Bad things happen when I try to be too good for too long.
It’s a theme I’ve written about before…Bounty Hunter and The Perils of Good Health are a couple of examples. But today, I’m thinking about a certain time and a certain scene that captures the feeling for me.
When I was twenty-two, I got engaged to a graduate student in mathematics. He came from a wonderful European family, was wholesome and innocent in his demeanor, and was quite gorgeous as well. I was his first serious girlfriend.
When we got engaged, I had recently finished college. More relevantly, I had recently begun my first attempt at applying the principles of recovery to my eating disorder. I was aglow with a fire of self-improvement, and I’d lost about 50 pounds, bringing me from my (formerly) highest weight down to a pretty healthy 160. Throughout our engagement, I felt that this version of me was the one he had asked to marry him.
The months went by, as he did his work and I attempted to find some of my own (I had been accepted to a graduate program, but it would not start for a while.) It seemed the course of my life was laid out–continue my education, get married, move to Europe or wherever he got a job in due time and use my skills to get a job nearby until it was time to start having children. Be a good wife, a good daughter-in-law and a good mother; be the woman who was good enough to be chosen by this admirable man.
On many days, we would eat lunch together in the campus cafeteria. From the limited choices I would assemble pretty much the same plate every time: 4 ounces of chicken breast, half a cup of brown rice, some green beans and an apple. Nothing wrong with that meal, but it got monotonous.
For some reason, the apple always took me the longest to finish. I’d cut it into quarters, and there would be two or three left when all of the other food was gone and we needed to get going soon. Getting all of it down, day after day, became a real chore. We jokingly called it the “Apple That Time Forgot.”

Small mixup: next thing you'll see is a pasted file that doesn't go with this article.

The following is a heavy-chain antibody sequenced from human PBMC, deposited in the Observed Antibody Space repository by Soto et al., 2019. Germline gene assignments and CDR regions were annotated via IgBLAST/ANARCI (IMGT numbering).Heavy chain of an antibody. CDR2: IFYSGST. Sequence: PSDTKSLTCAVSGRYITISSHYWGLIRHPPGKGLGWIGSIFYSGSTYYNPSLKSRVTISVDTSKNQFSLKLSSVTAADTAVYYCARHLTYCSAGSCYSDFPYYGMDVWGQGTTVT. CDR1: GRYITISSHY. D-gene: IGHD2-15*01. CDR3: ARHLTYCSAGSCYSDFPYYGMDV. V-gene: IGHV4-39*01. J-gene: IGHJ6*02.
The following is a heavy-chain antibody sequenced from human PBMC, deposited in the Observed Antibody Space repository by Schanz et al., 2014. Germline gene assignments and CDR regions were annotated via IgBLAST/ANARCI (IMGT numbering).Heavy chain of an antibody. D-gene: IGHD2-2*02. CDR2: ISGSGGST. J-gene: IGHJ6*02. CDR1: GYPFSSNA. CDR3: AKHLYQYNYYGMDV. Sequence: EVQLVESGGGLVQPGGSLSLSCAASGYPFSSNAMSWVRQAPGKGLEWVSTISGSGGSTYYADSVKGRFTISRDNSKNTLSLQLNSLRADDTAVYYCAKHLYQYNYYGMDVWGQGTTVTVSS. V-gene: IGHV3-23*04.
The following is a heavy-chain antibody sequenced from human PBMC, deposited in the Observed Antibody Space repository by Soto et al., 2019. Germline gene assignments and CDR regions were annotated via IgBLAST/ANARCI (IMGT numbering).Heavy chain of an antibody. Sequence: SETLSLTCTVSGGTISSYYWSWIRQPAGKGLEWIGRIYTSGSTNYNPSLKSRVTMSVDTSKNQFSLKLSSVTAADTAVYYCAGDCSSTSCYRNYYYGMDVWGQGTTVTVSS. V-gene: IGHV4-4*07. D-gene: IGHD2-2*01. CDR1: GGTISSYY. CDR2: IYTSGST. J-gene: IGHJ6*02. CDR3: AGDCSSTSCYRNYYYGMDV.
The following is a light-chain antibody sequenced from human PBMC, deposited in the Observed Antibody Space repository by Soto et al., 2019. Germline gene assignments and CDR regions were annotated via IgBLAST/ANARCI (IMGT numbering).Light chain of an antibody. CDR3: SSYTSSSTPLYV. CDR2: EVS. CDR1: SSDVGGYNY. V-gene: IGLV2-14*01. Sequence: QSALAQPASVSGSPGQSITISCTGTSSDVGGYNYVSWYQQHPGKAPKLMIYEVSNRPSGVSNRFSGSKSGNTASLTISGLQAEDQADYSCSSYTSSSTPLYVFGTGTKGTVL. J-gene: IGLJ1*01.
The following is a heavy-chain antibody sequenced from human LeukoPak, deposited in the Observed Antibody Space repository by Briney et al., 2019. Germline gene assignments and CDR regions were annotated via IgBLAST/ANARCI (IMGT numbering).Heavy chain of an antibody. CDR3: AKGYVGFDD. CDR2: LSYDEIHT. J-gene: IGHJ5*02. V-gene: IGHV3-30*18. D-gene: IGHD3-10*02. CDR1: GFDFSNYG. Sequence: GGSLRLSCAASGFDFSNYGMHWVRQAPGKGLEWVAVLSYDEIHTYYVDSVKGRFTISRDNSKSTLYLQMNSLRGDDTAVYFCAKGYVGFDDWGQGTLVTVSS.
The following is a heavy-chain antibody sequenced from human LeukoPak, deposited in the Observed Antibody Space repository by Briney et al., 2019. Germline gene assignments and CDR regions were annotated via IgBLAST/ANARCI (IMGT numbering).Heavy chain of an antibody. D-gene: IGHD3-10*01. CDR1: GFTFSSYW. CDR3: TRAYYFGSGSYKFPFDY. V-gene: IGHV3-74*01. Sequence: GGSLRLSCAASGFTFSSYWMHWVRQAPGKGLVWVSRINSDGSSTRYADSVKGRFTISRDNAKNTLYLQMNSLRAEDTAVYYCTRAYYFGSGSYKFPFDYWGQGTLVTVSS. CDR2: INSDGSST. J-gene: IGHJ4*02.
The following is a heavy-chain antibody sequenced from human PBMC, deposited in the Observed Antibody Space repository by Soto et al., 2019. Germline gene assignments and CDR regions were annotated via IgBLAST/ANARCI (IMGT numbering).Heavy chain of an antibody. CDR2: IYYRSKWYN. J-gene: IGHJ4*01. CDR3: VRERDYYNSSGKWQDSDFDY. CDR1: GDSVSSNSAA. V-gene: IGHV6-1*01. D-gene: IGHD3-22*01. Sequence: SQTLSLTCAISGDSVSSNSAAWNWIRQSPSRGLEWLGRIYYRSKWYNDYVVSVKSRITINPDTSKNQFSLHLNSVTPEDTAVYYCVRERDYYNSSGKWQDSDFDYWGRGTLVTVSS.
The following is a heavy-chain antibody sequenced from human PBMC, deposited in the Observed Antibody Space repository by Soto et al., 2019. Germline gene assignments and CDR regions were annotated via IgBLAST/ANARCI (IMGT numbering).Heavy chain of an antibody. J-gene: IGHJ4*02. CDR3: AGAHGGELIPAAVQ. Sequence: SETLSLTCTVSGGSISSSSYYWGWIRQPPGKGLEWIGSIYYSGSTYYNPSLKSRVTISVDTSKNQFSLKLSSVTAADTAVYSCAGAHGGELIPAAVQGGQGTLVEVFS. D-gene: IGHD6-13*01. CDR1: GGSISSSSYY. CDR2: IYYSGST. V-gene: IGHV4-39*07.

I remember those lunches so well, in the way a few selected memories stand out as a full visual. The sunlight slanting through the high windows, the scattered groups of students talking, and me a part of the young couple near the window. In those meals, I was playing the role of what I appeared to be; every bite of those nutritious meals felt like a promise I was making to my fiancé.
I was promising never to get fat again, and I was promising everything that went along with that in my eyes. Promising not to be lazy, or ill-mannered, or behave in any way that would embarrass him in front of his family. Promising to be good and never make him regret asking me to marry him.
There was just one tiny, itsy-bitsy problem with those lunches, that relationship and that plan.
When we were not in each other’s presence, I wandered the streets of that college town and I ate. God, how I ate. Novels in hand, I would go from one fast food place to another so as not to spend hours in one spot and draw attention with the amount of food I was ordering. I’d go home with a stomachache and spend the rest of the day in a fog of self-loathing. Periodically, I would try to stop. Reeling from withdrawal and hunger, I’d drag myself to a recovery meeting and cry, only to be out there again in a day or two.
I am a compulsive eater; I’ve known myself as one since long before I practiced any other kind of addiction. So my behavior was not that surprising, but there was something different about it during that year. It wasn’t just me using something because it’s what we addicts do–it was me having a secret life that screamed, over and over, that what I was trying to be wasn’t me.
How loud did it have to scream? Well, in the ten months until the engagement’s end, I gained ninety pounds.
Yes, bad things happen when I try to be too good for too long.